SAM + PMO = Collaboration

Organisations around the world start, deliver and pay for a number of projects throughout the financial year. Projects can range from “standardising our printers” to “re-laying the carpet in the CEOs office.”

When it comes to IT, there is usually a cost associated with a project. This may be in services, hardware, software or implementation fees. Whilst we naturally want the organisation to spend as little as possible, let’s focus on the software or ‘Software as a Service’ element of a project and the important relationship your Software Asset Management (SAM) team should have with the Project Management Office (PMO).

Don’t be left holding the baby

A bad or non-existent relationship between SAM and the PMO office is much like SAM being left ‘holding the baby.’ Organisations often forget that the software element of a project could have a major impact on the SAM team. This may be overlooked because they are simply unaware of the correct process, the importance of license management or that they are so focused on delivering a project on time that the Project Manager doesn’t look further than the completion date.

This means that they could purchase thousands, if not hundreds of thousands of pounds worth of software through the project or with project costs without letting the SAM team know. This then raises a number of difficult questions:

  1. Who pays for the licenses, maintenance, support or subscription costs?
  2. Who negotiated the financials? Did they consider price-locking new license costs, removing clauses allowing year-on-year increases?
  3. How are they expecting to manage the licenses, or will this be a nice surprise for the SAM team further down the line?
  4. If SAM isn’t informed, who is the application owner and responsible for the risk?
  5. How will the users get access to the software?
  6. How will new users request access to the software?

The list of questions goes on, and on.

The common theme is that the project implements or purchases new software without SAM engagement, and then passes the license management, governance costs, and risks to the SAM team.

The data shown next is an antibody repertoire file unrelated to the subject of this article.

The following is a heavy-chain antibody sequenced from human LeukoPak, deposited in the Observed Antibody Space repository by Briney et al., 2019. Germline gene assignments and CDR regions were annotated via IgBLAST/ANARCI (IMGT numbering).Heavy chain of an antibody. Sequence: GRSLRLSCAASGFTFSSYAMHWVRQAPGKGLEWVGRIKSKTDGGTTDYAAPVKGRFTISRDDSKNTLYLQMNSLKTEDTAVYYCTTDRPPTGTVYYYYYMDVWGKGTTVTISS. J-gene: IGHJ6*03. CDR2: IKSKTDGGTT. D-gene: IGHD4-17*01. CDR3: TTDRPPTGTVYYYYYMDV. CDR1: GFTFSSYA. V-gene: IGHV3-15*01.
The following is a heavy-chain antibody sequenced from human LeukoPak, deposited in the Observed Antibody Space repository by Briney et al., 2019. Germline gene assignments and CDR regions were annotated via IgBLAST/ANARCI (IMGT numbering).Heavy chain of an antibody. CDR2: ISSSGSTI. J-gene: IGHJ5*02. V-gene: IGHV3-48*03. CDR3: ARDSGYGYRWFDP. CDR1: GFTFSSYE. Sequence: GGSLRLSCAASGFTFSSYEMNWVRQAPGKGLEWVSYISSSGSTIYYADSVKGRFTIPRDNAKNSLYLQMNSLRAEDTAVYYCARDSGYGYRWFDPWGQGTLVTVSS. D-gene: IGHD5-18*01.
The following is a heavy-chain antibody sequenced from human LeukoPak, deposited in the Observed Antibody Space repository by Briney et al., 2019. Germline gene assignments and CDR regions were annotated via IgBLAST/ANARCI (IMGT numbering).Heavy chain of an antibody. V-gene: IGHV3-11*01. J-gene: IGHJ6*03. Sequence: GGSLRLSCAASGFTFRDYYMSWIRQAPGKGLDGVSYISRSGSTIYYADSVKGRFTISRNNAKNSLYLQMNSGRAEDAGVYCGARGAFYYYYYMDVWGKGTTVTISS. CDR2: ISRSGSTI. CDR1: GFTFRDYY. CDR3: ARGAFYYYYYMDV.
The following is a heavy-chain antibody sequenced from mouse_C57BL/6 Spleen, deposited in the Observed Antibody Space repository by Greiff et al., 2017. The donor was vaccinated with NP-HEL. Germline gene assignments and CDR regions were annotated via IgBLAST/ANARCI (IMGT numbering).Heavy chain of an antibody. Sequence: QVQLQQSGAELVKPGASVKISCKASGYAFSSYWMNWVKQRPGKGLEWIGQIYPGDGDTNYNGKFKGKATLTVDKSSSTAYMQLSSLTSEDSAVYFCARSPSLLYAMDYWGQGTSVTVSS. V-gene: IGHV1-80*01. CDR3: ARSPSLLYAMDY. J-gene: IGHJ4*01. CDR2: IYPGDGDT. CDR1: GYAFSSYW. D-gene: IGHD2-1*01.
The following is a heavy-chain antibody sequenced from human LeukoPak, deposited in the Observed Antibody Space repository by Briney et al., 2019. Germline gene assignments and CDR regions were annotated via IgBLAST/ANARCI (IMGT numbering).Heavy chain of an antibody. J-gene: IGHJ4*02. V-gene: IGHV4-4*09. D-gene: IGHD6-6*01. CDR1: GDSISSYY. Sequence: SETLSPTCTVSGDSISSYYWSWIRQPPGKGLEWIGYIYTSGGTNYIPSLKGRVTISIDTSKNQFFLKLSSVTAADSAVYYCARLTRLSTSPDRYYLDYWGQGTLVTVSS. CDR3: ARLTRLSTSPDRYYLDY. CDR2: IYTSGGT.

The SAM team always gets left holding the baby without knowing their favourite food or how to stop them from crying…

Getting the process right – when does SAM need to be involved?

As part of the Project Management Office process, people like the Software Asset Management team, finance, procurement and even a Hardware Asset Manager should be made of the potential impact right at the conception of the project. At least then they are made aware of what might be happening and it is on their radar.

These stakeholders can then also have their input as to what needs to be considered – something that the project may not have thought about. For example, the project may require a new software application that needs 8GB RAM (like AutoCAD) for anyone that uses the software. The users existing machines may not be able to run the software, which leaves them with an additional cost to purchase or upgrade the hardware device.

It may also be the case that the SAM team actually has spare licenses for the project, that can be passed over and re-charged back to the project. Whilst there may be re-charging, the overall organisation doesn’t have to purchase any new licenses, but must consider software maintenance.

The additional licenses may also mean that your next anniversary date or agreement sees a significant increase in costs and license quantities. That needs to be considered and the budget holders must be made aware of the potential increase so they can factor in the additional costs when it comes to renewal.

It’s also important to explain what project relates to the increases, so it doesn’t look like it’s SAM just increasing the numbers to rectify a risk or non-compliance – it’s for a specific project that will require the licenses for X amount of years

Project Considerations

Let’s look back at the original questions we were considering at the start of the blog. All of the questions need an answer and comprehensive answer so the SAM teams knows their level of involvement, roles and responsibilities and budgets.

  • Who pays for the maintenance, support or subscription costs?

It depends on the structure of the organisation, but this may come straight out of IT’s budget, a project budget or a specific cost-centre. What works well is that the project budget pays for all costs related to year 1 – getting the project off the ground and delivering if possible – and then the relevant cost centre /IT pays from year 2 onwards.